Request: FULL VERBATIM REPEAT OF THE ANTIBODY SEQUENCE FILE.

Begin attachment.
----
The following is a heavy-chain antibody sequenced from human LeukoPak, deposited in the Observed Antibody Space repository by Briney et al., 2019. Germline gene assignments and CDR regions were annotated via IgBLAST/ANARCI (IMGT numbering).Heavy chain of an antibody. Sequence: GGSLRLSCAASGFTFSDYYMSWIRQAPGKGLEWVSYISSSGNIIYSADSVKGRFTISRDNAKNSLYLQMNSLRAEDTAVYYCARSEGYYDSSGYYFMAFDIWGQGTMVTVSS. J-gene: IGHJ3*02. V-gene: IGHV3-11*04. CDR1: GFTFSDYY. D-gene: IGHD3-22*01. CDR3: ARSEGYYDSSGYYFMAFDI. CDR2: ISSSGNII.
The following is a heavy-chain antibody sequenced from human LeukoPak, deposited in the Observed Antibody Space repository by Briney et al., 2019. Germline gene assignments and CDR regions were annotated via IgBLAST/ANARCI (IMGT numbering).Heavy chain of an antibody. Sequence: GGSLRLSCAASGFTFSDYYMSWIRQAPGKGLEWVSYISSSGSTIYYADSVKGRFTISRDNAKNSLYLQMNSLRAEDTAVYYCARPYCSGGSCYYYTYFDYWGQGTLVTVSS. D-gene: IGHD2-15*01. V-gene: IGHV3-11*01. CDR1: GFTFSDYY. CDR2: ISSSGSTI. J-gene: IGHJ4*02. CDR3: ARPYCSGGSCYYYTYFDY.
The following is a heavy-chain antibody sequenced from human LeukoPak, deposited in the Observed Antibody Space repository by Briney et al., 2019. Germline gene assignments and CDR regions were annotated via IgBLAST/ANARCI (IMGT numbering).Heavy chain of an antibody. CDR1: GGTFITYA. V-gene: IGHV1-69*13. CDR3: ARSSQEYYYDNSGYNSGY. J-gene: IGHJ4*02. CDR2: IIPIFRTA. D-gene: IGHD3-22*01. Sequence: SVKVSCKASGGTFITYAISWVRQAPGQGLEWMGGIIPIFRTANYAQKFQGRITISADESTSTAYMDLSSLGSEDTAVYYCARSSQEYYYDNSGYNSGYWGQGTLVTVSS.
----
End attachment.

The following is a heavy-chain antibody sequenced from human LeukoPak, deposited in the Observed Antibody Space repository by Briney et al., 2019. Germline gene assignments and CDR regions were annotated via IgBLAST/ANARCI (IMGT numbering).Heavy chain of an antibody. Sequence: GGSLRLSCAASGFTFSDYYMSWIRQAPGKGLEWVSYISSSGNIIYSADSVKGRFTISRDNAKNSLYLQMNSLRAEDTAVYYCARSEGYYDSSGYYFMAFDIWGQGTMVTVSS. J-gene: IGHJ3*02. V-gene: IGHV3-11*04. CDR1: GFTFSDYY. D-gene: IGHD3-22*01. CDR3: ARSEGYYDSSGYYFMAFDI. CDR2: ISSSGNII.
The following is a heavy-chain antibody sequenced from human LeukoPak, deposited in the Observed Antibody Space repository by Briney et al., 2019. Germline gene assignments and CDR regions were annotated via IgBLAST/ANARCI (IMGT numbering).Heavy chain of an antibody. Sequence: GGSLRLSCAASGFTFSDYYMSWIRQAPGKGLEWVSYISSSGSTIYYADSVKGRFTISRDNAKNSLYLQMNSLRAEDTAVYYCARPYCSGGSCYYYTYFDYWGQGTLVTVSS. D-gene: IGHD2-15*01. V-gene: IGHV3-11*01. CDR1: GFTFSDYY. CDR2: ISSSGSTI. J-gene: IGHJ4*02. CDR3: ARPYCSGGSCYYYTYFDY.
The following is a heavy-chain antibody sequenced from human LeukoPak, deposited in the Observed Antibody Space repository by Briney et al., 2019. Germline gene assignments and CDR regions were annotated via IgBLAST/ANARCI (IMGT numbering).Heavy chain of an antibody. CDR1: GGTFITYA. V-gene: IGHV1-69*13. CDR3: ARSSQEYYYDNSGYNSGY. J-gene: IGHJ4*02. CDR2: IIPIFRTA. D-gene: IGHD3-22*01. Sequence: SVKVSCKASGGTFITYAISWVRQAPGQGLEWMGGIIPIFRTANYAQKFQGRITISADESTSTAYMDLSSLGSEDTAVYYCARSSQEYYYDNSGYNSGYWGQGTLVTVSS.